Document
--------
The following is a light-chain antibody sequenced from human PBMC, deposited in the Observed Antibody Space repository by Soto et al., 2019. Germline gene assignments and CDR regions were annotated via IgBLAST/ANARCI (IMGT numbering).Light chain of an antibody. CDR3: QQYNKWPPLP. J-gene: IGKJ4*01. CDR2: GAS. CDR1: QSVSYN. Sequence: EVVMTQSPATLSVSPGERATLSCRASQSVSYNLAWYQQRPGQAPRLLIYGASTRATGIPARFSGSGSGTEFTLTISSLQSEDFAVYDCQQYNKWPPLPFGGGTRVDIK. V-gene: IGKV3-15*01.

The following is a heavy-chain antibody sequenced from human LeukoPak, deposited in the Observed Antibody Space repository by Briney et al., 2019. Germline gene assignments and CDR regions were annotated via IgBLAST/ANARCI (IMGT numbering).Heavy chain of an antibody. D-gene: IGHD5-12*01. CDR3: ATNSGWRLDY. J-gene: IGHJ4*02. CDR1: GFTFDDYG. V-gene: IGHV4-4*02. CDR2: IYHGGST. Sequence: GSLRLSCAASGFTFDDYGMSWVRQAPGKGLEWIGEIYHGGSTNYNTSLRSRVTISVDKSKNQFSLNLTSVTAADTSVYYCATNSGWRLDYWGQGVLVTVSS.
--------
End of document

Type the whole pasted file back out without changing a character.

The following is a light-chain antibody sequenced from human PBMC, deposited in the Observed Antibody Space repository by Soto et al., 2019. Germline gene assignments and CDR regions were annotated via IgBLAST/ANARCI (IMGT numbering).Light chain of an antibody. CDR3: QQYNKWPPLP. J-gene: IGKJ4*01. CDR2: GAS. CDR1: QSVSYN. Sequence: EVVMTQSPATLSVSPGERATLSCRASQSVSYNLAWYQQRPGQAPRLLIYGASTRATGIPARFSGSGSGTEFTLTISSLQSEDFAVYDCQQYNKWPPLPFGGGTRVDIK. V-gene: IGKV3-15*01.

The following is a heavy-chain antibody sequenced from human LeukoPak, deposited in the Observed Antibody Space repository by Briney et al., 2019. Germline gene assignments and CDR regions were annotated via IgBLAST/ANARCI (IMGT numbering).Heavy chain of an antibody. D-gene: IGHD5-12*01. CDR3: ATNSGWRLDY. J-gene: IGHJ4*02. CDR1: GFTFDDYG. V-gene: IGHV4-4*02. CDR2: IYHGGST. Sequence: GSLRLSCAASGFTFDDYGMSWVRQAPGKGLEWIGEIYHGGSTNYNTSLRSRVTISVDKSKNQFSLNLTSVTAADTSVYYCATNSGWRLDYWGQGVLVTVSS.